An ambulatory phlebectomy is a method of removing varicose veins on the surface of the legs. The procedure is performed by a physician using specialized surgical hooks that are placed through incisions one or two millimeters (less than one tenth of an inch) in length. As a result of using such small incisions a greater cosmetic result is achieved.
The procedure is conducted at an outpatient surgery facility with local or general anesthesia.
Advantages of phlebectomy
They usually do not require suture closure.
Provides a cosmetically acceptable alternative to the laborious treatment methods employed in injection treatment of small clusters of varicose veins.
Avoids possible hyper-pigmentation (brown discoloration) or skin ulceration as a result of injection treatment on veins.
Local anesthesia is sufficient in many cases.
The small incisions eventually heal into barely visible scars the size of a small dot
An anesthetic is required and the procedure may need to be performed in an operating room.
Since small hooks are used to extract the veins through the incisions, it is possible that a small sensory nerve could be damaged during the vein removal. However, such an injury rarely occurs.
For the first 24 hours postoperative, your leg(s) will be wrapped from the foot to as high as the upper thigh in an ace wrap dressing. This dressing may become moist as the anesthetic fluid leaves the subcutaneous tissue of your leg. This is a normal and expected process. You may remove your dressing after 24 hours.
During the immediate postoperative period, avoid prolonged sitting or standing. We encourage you to walk 10 minutes every two hours while awake and while lying down keep your legs elevated above your heart. Avoid strenuous physical activities such as high-impact aerobics, jogging or weightlifting for two weeks.
If the outer dressing is constricting, causing numbness or pain, you may cut it just enough to relieve the pressure or walk to loosen it. If bleeding or oozing of the anesthetic fluid occurs through the wrap apply a new ace wrap or gauze over the dressing to secure it.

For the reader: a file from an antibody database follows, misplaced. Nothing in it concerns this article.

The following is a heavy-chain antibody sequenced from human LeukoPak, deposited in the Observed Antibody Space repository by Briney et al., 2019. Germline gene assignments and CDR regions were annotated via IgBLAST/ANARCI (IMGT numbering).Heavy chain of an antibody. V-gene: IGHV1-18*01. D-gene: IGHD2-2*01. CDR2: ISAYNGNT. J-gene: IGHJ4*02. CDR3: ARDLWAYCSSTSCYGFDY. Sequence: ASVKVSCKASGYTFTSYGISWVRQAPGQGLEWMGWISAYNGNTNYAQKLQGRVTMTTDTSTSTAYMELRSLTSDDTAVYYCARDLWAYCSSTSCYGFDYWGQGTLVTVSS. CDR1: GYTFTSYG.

After 24 hours you may remove your dressing and shower. Once your dressing is removed you can leave your incision(s) open to air. You may have a small amount of bleeding at the incision site, this is normal. A new ace wrap may be applied for comfort but continued use of a dressing over the incision after 24 hours is not usually necessary.
You may be bruised and have areas beneath your incision(s) that are lumpy/bumpy and you may experience numbness, tingling, burning, or intermittent sharp shooting pains. These will resolve over a few weeks. Also some patients who have had a vein stripping may feel a pulling or tightening sensation of the groin where the vein was removed. A moist heating pad three times a day for 20 minutes may help with this feeling. Often patients who have had an ambulatory phlebectomy may notice a small circle of redness directly around their puncture sites. This is normal as long as the redness doesn’t extend beyond the area around the puncture site.
Do not drive or drink alcohol while taking prescription pain medication.
You may travel at your comfort. We encourage you to walk 10 minutes every two hours. We advise patients to avoid exposure from the sun on your incision(s) for thirty days after your procedure. Skin discoloration and scarring may occur in areas of your incision(s) when exposed to the sun.
A postoperative visit will be scheduled approximately 4-6 weeks following your operation.
If you have any questions or problems, please call the Restoration Vein Care office at (734) 712-4310.